The Hundred Thousand Songs of Milarepa
Translated by Garma C. C. Chang
It is happy to realize completely the true nature of Bardo and to remain in the transcendental realm of the Great Bliss.Purchase this book
1. The Tale of Red Rock Jewel Valley
Obeisance to all Gurus
Once the great Yogi Milarepa was staying at the Eagle Castle of [Red Rock] Jewel Valley, absorbing himself in the practice of the Mahamudra meditation. Feeling hungry, he decided to prepare some food, but after looking about he found there was nothing left in the cave, neither water nor fuel, let alone salt, oil, or flour. "It seems that I have neglected things too much!" he said, "I must go out and collect some wood."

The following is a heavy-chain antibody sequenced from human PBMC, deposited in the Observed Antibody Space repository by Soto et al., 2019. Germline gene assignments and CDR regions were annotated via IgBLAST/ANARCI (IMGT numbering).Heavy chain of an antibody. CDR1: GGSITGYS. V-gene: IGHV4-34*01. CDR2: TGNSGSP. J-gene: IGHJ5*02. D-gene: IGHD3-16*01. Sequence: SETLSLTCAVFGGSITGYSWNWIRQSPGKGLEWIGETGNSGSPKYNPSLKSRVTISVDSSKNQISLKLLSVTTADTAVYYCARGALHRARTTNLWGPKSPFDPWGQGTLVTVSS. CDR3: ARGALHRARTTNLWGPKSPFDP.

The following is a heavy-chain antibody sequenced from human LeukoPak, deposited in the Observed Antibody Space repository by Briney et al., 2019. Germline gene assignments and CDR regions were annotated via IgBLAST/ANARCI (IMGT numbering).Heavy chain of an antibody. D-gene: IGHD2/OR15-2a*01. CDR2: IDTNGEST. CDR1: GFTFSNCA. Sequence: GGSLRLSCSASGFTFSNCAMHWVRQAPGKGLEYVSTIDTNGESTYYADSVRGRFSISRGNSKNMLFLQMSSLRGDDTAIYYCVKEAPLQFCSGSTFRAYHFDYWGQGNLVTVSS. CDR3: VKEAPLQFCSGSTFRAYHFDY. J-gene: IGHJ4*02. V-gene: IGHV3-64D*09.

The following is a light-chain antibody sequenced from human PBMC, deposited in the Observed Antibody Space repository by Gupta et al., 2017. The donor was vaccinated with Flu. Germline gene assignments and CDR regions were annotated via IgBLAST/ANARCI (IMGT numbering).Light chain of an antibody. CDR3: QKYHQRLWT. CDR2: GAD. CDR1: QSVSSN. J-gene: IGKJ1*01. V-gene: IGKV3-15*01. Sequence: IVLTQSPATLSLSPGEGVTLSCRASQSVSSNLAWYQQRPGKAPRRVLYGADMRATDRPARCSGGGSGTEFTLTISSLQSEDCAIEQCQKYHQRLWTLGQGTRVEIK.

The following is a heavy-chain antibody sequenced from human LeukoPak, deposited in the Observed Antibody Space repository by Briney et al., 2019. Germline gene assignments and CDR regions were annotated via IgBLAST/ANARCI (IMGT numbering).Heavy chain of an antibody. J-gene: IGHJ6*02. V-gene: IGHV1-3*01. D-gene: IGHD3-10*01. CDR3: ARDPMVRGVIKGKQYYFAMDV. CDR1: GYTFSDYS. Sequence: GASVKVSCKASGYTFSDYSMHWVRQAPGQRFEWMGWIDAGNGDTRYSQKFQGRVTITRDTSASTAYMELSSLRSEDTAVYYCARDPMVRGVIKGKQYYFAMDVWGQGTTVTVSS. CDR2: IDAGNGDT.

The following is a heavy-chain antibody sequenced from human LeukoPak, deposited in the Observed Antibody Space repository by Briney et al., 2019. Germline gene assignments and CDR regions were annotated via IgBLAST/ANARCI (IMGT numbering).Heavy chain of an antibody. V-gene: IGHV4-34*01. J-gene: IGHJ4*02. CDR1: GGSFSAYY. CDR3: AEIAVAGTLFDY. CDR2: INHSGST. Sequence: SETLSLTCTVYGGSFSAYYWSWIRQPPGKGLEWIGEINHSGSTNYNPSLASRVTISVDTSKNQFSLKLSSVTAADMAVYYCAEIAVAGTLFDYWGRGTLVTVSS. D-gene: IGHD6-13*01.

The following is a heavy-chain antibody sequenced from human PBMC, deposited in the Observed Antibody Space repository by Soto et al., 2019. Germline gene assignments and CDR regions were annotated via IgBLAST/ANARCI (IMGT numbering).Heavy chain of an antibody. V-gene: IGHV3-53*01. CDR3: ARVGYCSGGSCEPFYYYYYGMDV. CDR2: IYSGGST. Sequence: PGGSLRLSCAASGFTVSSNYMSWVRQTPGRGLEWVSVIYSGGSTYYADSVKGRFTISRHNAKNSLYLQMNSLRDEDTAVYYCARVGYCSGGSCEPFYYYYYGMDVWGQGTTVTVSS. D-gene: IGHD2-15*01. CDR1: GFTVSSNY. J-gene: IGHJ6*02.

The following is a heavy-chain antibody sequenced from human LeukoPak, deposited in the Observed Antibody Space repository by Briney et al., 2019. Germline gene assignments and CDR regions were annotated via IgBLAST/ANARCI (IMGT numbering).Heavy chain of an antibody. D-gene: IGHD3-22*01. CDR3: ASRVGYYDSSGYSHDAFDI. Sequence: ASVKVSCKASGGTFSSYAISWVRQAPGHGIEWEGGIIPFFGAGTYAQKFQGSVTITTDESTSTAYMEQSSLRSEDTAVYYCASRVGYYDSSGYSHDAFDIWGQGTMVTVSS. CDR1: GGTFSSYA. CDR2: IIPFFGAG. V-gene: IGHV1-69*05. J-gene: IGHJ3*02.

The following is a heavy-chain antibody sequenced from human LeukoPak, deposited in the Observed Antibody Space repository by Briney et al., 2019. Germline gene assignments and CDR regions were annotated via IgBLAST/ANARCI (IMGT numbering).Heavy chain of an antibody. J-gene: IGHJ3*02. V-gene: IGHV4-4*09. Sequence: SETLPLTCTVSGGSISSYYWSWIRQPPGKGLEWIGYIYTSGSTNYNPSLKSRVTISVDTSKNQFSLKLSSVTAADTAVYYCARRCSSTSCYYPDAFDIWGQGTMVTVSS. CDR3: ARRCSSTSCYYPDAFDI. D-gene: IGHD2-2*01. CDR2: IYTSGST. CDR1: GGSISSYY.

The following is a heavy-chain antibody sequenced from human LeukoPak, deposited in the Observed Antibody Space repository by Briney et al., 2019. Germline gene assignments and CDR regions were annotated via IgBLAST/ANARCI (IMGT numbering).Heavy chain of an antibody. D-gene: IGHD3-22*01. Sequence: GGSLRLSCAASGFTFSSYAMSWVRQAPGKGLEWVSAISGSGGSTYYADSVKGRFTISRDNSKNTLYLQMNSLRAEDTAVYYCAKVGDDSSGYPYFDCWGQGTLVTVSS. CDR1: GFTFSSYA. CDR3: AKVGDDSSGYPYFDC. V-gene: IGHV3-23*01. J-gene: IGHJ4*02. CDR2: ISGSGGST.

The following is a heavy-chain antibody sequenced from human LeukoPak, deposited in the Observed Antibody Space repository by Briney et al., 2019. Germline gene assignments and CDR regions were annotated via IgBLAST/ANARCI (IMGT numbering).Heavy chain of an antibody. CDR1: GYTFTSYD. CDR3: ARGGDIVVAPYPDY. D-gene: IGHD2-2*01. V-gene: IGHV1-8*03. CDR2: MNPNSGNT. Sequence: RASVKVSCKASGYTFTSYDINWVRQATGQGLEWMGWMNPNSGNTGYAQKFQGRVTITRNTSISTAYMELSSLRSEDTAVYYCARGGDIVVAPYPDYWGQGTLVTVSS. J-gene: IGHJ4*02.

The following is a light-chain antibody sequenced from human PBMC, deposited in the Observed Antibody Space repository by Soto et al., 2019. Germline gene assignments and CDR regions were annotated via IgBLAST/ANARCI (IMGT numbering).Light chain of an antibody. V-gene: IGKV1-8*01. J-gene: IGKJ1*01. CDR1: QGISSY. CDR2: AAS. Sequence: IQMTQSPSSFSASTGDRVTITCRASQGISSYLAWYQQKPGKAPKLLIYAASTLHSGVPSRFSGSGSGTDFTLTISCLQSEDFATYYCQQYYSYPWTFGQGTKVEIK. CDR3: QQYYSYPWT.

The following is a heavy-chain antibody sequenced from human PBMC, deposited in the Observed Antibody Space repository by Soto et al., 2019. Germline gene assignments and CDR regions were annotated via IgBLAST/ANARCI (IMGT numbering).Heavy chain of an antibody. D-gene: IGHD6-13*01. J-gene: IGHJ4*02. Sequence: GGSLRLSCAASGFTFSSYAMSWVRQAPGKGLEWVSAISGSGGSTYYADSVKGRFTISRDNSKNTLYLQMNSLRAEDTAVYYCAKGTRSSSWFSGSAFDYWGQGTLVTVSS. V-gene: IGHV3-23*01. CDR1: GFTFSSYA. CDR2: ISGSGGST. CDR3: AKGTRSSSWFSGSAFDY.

He went out. But when he had gathered a handful of twigs, a sudden storm arose, and the wind was strong enough to blow away the wood and tear his ragged robe. When he tried to hold the robe together, the wood blew away. When he tried to clutch the wood, the robe blew apart. [Frustrated], Milarepa thought, "Although I have been practicing the Dharma and living in solitude for such a long time, I am still not rid of ego-clinging! What is the use of practicing Dharma if one cannot subdue ego-clinging? Let the wind blow my wood away if it likes. Let the wind blow my robe off if it wishes! Thinking thus, he ceased resisting. But, due to weakness from lack of food, with the next gust of wind he could no longer withstand the storm, and fell down in a faint.
When he came to, the storm was over. High up on the branch of a tree he saw a shred of his clothing swaying in the gentle breeze. The utter futility of this world and all its affairs struck Milarepa, and a strong feeling of renunciation overwhelmed him. Sitting down upon a rock, he meditated once more.